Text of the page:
Infused with the kind of vibrancy and color more often reserved for a LSD-fueled dream sequence, Mika first spilled into the mainstream pop scene back in 2007 with his first hit, "Grace Kelly." Comparisons to Freddie Mercury notwithstanding, the general public (at least here in the U.S.) wasn't quite sure what to make of him, oddball pop star sensibilities and all. He arrived with a propensity for the flamboyant, the over-the-top, the theatrical — and he did it all without a modicum of irony or self-parody.

The sincerity in Mika's exaggeration was refreshing because it was new. And even with the release of his fourth studio album, No Place In Heaven, he remains as eccentric as ever.

Pop is often categorized as either bubblegum or mature, as if the two are mutually exclusive. In order to fall into the revered, Pitchforkian-approved group of Mature Pop you need a quirk. You need less color. You need to Say Something. And while the hues in Mika's world have certainly faded a bit with his last two releases (2012's The Origin of Love and 2015's No Place In Heaven), that doesn't make his music any less smart or thoughtful or worthy.

Mika never strays too far from his signature Broadway-lite piano pop on No Place In Heaven. He stays true to his sound, and while for many artists that may signal a lack of willingness to evolve, it works for Mika. He remains firmly rooted in who he is as an artist and he knows what works best for him. That's not to say No Place in Haven is a carbon-copy of his past releases: The true difference here is in the album's overall sense of vulnerability, in its willingness to 'go there' — and that's something that hasn't always been as obvious on his previous efforts.

Those who have followed Mika's career, and maybe even those who haven't, are probably aware of his storybook songwriting. He has a tendency to create fantastical characters, and experiences that often read like caricatures. His lyrics are as bright as his melodies — never too intimate or revealing, maintaining a healthy distance between artist and consumer. Whether that was an unconscious decision on Mika's part or a blatant act of self-preservation doesn't really matter. The songs on No Place In Heaven are more self-referential than we're used to from the singer — and they're all the better for it.

David Cannon, Getty Images

While Mika has always seemed to be a crusader for self-love and self-acceptance, he challenges those notions here. On the album's title track, he grapples with religion and all its shortcomings.

"There's no place in Heaven for someone like me," he sings. 

In "All She Wants," he paints a picture of a mother whose ideal son doesn't match up with the reality: "All that she wants is another son." And while there's plenty of opportunity for reveling in self-loathing here, Mika never quite throws himself a pity party.

Sonically, the songs remain largely upbeat, with soaring melodies and blissful arpeggios. There's a defiance that weaves itself throughout the album, a general lack of begging and apologizing that most of the tracks end on, now matter how they begin. Even on a track like "Good Wife," where the narrator is secretly in love with a friend whose wife just left him, there's no telling whether this is anecdotal or not — not everything is autobiographical, after all — but, again, it doesn't matter. It's relatable in its way, the one-sided love affair that fails to dim in its passion, but will never truly come to a satisfying fruition. With a chorus full of sharp falsetto reminiscent of Passion Pit's "Sleepyhead," the song is almost painfully positive in sound, as though to make the point that no matter how much it hurts to be just out of arm's reach of the person you love, somehow, it is enough.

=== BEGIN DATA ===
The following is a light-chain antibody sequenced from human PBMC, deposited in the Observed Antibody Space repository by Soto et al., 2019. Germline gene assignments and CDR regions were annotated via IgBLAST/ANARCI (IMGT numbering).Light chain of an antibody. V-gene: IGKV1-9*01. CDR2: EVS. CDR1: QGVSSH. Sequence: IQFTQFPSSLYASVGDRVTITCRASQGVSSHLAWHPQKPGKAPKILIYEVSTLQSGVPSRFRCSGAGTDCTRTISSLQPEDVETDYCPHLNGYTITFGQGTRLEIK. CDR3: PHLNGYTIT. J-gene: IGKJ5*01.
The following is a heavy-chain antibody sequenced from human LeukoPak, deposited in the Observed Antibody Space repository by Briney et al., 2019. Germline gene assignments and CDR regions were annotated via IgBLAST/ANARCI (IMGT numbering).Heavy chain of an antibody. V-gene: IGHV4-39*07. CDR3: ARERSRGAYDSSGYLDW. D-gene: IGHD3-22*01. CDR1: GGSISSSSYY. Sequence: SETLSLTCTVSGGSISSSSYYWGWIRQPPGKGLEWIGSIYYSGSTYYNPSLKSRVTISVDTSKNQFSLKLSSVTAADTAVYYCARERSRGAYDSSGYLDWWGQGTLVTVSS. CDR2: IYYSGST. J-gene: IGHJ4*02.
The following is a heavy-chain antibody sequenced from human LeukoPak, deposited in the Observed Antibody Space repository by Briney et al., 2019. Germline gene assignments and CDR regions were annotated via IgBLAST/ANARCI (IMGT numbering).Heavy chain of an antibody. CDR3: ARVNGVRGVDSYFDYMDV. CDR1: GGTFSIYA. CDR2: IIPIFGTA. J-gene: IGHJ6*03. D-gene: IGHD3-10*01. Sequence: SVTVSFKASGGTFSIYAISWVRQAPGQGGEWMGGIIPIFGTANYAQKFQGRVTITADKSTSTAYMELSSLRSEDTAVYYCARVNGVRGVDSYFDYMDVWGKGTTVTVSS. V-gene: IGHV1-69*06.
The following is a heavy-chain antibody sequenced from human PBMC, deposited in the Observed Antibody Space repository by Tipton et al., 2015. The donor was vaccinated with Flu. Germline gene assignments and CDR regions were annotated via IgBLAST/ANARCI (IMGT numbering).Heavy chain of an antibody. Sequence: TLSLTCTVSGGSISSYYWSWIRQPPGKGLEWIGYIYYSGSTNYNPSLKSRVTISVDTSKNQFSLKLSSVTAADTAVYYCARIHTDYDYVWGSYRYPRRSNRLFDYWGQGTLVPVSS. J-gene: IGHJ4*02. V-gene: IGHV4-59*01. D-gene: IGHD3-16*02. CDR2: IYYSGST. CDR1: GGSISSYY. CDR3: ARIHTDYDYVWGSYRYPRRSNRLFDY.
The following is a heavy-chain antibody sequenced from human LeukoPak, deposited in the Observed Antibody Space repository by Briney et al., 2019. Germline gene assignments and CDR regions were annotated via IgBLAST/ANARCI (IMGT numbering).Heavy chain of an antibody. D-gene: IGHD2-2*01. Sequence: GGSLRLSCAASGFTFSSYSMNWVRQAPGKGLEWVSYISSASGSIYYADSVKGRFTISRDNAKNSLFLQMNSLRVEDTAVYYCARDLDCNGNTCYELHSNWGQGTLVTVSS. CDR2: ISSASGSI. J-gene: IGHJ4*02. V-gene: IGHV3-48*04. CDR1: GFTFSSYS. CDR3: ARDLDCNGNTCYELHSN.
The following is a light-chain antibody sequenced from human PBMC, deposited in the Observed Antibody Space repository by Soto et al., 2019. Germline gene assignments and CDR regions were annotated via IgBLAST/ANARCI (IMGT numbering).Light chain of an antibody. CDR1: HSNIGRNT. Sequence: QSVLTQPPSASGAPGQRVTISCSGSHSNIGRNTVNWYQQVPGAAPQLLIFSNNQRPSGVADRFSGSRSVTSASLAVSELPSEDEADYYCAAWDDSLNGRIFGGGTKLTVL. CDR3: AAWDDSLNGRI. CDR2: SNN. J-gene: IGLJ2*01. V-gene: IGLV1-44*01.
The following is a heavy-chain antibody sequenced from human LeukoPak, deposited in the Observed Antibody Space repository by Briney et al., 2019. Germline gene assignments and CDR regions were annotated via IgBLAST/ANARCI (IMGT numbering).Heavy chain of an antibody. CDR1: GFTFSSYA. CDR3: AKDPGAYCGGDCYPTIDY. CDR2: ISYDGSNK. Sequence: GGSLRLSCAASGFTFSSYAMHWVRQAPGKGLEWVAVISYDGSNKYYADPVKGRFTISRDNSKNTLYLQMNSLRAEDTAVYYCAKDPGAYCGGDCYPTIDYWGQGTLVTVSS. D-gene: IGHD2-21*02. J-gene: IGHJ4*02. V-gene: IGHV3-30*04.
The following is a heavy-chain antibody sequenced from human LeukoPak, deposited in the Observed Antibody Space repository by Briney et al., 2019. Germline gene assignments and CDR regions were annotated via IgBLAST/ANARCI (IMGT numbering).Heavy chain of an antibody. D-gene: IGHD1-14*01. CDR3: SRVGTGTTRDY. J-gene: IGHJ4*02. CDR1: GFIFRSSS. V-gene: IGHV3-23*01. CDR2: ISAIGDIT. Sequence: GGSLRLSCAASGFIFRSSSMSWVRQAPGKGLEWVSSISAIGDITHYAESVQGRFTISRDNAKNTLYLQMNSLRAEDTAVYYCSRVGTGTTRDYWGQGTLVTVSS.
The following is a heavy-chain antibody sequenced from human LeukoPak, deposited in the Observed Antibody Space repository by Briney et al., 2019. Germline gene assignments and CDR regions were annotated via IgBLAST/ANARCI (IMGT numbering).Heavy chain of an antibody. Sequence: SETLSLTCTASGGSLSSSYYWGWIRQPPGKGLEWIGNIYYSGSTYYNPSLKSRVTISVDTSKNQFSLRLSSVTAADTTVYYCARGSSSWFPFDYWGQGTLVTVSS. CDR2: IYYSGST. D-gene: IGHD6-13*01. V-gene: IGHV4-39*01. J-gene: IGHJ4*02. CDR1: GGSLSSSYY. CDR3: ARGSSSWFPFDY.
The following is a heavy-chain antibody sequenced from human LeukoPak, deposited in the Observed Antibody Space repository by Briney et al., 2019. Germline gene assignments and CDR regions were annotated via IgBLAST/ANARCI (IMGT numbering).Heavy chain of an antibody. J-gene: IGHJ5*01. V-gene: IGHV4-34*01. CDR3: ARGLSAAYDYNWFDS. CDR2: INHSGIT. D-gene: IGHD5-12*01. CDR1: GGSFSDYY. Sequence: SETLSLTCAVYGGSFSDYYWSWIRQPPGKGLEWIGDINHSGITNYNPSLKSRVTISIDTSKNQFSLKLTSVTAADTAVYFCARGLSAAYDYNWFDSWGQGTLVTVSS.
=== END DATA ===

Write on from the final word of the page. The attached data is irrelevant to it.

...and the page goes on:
"Staring at the Sun" is where No Place In Heaven falls short. "Here I stand, staring at the sun / Distant land, staring at the sun / You're not there but we share the same one," Mika croons. The track falls into a lazy cliche we wouldn't expect from someone who asked so frankly on just a few tracks earlier: "Where have all the gay guys gone?" 

"Good Guys," on the other hand, is as much a commentary on contemporary cultural figures as it is a nostalgic ode to Mika's past heroes: "Thank you Rufus, thank you Auden and James Dean / Thank you Emerson and Bowie for my dreams / Wilfred Owen, Kinsey, Whitman and Rimbaud / Thank you Warhol, thank you patience, thank you Porter and Cocteau." Lazy it is not, an adjective rarely ascribed to an artist as creative as Mika. (Thankfully, we won't need to use it again.)

Mika's musical knowledge is displayed in full force on No Place In Heaven, with plenty of '60s and '80s pop referenced throughout, but he never betrays the signature sound — a melding of the operatic, the theatrical and the decidedly sweet — except, perhaps, on "Promiseland," which may be his most rock-heavy song yet. With lead guitars vaguely reminiscent of Led Zeppelin's "Trampled Under Foot" (if it were to suffer a heavy pop makeover) it's a solid song that doesn't quite fit the tone of the album, and was smartly relegated to bonus track status.

No one has ever, or will ever, accuse Mika of being morose. And even the most somber songs he's written have a tinge of positivity to them. The ballad "Last Party" offers an apocalyptic vision of a celebration timed with the very end of the world — but if that's the case, they might as well have a kick-ass time saying goodbye.

"There's this whole world that goes with my songs," Mika once said in an interview with the Guardian. And while the picture he's painted on No Place In Heaven may be a bit more subtle than we're used to, this world is still very much his own.

PopCrush Rating: 4 out of 5

More From Lite 98.7